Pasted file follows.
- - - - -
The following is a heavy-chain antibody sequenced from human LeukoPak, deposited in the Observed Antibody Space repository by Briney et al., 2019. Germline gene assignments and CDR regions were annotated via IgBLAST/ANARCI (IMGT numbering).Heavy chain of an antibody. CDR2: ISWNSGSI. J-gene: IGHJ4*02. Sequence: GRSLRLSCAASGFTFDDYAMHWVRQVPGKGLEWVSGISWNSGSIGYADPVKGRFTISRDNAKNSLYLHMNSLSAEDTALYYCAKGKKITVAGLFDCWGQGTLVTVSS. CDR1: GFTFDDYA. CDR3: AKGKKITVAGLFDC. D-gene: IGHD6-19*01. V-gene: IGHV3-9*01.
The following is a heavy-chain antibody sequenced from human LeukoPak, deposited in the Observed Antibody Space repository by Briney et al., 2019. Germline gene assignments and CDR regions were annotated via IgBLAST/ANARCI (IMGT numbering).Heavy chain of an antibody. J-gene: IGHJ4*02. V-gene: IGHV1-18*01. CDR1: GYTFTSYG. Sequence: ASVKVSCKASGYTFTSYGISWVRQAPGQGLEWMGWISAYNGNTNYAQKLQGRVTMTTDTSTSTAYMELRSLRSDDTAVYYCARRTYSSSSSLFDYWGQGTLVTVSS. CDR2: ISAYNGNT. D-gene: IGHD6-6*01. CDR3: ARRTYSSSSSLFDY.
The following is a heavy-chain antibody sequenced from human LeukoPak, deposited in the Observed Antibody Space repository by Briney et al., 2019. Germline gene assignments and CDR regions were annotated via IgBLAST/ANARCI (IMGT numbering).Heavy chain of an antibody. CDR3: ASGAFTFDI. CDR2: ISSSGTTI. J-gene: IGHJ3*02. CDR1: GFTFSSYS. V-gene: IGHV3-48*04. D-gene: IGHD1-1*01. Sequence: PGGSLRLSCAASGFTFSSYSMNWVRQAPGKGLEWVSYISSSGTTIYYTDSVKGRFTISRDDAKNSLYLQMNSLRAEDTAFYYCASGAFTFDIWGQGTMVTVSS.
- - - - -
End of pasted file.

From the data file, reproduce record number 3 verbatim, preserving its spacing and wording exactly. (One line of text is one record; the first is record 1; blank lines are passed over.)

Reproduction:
The following is a heavy-chain antibody sequenced from human LeukoPak, deposited in the Observed Antibody Space repository by Briney et al., 2019. Germline gene assignments and CDR regions were annotated via IgBLAST/ANARCI (IMGT numbering).Heavy chain of an antibody. CDR3: ASGAFTFDI. CDR2: ISSSGTTI. J-gene: IGHJ3*02. CDR1: GFTFSSYS. V-gene: IGHV3-48*04. D-gene: IGHD1-1*01. Sequence: PGGSLRLSCAASGFTFSSYSMNWVRQAPGKGLEWVSYISSSGTTIYYTDSVKGRFTISRDDAKNSLYLQMNSLRAEDTAFYYCASGAFTFDIWGQGTMVTVSS.